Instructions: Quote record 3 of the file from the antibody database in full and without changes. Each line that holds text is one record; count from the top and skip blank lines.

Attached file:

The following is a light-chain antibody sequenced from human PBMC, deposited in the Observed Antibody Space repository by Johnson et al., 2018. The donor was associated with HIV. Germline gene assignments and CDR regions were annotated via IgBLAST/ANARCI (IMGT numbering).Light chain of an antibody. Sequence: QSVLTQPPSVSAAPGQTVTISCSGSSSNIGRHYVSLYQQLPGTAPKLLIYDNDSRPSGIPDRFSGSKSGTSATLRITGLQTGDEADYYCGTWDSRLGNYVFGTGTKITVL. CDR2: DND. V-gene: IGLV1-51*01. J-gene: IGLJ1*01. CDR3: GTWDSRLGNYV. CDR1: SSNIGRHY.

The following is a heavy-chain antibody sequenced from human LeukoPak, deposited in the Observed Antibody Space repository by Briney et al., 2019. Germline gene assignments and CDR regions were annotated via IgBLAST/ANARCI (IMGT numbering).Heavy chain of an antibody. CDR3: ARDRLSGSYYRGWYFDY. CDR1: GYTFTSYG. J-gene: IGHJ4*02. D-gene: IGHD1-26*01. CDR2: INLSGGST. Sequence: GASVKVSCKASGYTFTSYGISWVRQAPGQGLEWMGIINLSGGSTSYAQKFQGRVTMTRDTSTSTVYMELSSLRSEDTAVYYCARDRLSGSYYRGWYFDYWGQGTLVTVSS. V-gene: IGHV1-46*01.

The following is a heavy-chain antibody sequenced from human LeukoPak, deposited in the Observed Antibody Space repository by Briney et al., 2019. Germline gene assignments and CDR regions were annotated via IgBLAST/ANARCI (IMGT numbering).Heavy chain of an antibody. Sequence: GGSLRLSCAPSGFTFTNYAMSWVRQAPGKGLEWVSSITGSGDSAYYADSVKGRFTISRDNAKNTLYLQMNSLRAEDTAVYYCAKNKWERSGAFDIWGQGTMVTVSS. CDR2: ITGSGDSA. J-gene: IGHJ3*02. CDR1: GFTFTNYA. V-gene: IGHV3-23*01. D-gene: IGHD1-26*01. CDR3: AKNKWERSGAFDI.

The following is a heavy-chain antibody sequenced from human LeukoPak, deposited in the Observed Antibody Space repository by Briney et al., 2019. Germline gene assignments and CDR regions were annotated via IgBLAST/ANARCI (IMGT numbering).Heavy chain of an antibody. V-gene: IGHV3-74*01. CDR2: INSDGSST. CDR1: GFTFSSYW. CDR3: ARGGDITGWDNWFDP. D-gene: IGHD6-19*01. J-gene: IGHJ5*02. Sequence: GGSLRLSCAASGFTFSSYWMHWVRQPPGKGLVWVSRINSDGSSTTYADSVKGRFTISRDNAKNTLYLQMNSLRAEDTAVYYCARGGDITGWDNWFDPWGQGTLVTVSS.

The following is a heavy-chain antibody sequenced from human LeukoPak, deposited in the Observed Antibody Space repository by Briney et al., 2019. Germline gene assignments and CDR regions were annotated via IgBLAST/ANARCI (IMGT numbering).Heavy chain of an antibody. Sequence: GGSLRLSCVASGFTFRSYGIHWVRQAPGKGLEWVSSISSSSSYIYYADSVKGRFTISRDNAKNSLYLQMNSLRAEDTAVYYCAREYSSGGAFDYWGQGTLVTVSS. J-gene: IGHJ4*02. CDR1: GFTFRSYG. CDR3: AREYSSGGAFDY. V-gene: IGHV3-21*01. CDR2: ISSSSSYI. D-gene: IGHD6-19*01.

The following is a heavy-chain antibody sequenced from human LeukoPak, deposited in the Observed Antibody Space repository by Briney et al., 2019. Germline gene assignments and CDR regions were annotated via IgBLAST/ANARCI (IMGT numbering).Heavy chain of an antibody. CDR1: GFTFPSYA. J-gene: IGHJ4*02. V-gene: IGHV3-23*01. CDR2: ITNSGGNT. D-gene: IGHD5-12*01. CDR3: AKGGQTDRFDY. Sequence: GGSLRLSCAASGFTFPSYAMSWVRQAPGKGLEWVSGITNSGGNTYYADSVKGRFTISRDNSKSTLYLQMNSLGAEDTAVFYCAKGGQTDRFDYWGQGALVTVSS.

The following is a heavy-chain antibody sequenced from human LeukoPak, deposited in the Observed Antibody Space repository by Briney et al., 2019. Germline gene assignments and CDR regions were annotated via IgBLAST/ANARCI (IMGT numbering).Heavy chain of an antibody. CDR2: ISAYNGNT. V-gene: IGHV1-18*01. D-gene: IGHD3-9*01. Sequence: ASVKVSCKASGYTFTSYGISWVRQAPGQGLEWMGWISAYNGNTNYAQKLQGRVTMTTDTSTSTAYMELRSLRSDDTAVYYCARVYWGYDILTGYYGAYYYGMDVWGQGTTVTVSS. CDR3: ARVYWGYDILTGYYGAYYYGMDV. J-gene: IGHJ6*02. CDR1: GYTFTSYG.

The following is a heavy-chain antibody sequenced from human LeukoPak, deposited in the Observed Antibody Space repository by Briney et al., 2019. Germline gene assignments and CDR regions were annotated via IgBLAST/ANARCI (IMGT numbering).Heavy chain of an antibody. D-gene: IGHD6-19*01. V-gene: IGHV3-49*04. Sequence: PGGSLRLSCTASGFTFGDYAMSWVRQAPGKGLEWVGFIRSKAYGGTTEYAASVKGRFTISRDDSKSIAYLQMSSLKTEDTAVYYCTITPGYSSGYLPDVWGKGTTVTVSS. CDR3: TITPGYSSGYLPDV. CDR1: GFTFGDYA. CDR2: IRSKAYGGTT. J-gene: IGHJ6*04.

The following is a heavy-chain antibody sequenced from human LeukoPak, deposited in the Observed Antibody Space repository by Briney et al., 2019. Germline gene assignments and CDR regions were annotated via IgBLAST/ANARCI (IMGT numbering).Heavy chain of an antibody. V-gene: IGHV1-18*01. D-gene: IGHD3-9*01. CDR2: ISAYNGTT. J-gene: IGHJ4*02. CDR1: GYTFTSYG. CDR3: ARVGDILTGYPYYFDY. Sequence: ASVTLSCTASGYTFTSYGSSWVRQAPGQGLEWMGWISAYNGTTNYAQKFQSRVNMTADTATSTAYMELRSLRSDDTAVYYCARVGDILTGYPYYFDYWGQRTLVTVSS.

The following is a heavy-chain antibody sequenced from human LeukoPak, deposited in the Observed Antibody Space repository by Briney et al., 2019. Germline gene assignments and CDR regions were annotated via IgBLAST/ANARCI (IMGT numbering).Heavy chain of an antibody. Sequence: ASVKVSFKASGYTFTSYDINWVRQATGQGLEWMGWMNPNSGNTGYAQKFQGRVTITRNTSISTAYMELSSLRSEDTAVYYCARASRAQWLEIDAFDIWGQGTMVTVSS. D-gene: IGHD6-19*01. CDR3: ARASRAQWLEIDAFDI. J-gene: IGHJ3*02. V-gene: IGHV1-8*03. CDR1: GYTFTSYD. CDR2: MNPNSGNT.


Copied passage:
The following is a heavy-chain antibody sequenced from human LeukoPak, deposited in the Observed Antibody Space repository by Briney et al., 2019. Germline gene assignments and CDR regions were annotated via IgBLAST/ANARCI (IMGT numbering).Heavy chain of an antibody. Sequence: GGSLRLSCAPSGFTFTNYAMSWVRQAPGKGLEWVSSITGSGDSAYYADSVKGRFTISRDNAKNTLYLQMNSLRAEDTAVYYCAKNKWERSGAFDIWGQGTMVTVSS. CDR2: ITGSGDSA. J-gene: IGHJ3*02. CDR1: GFTFTNYA. V-gene: IGHV3-23*01. D-gene: IGHD1-26*01. CDR3: AKNKWERSGAFDI.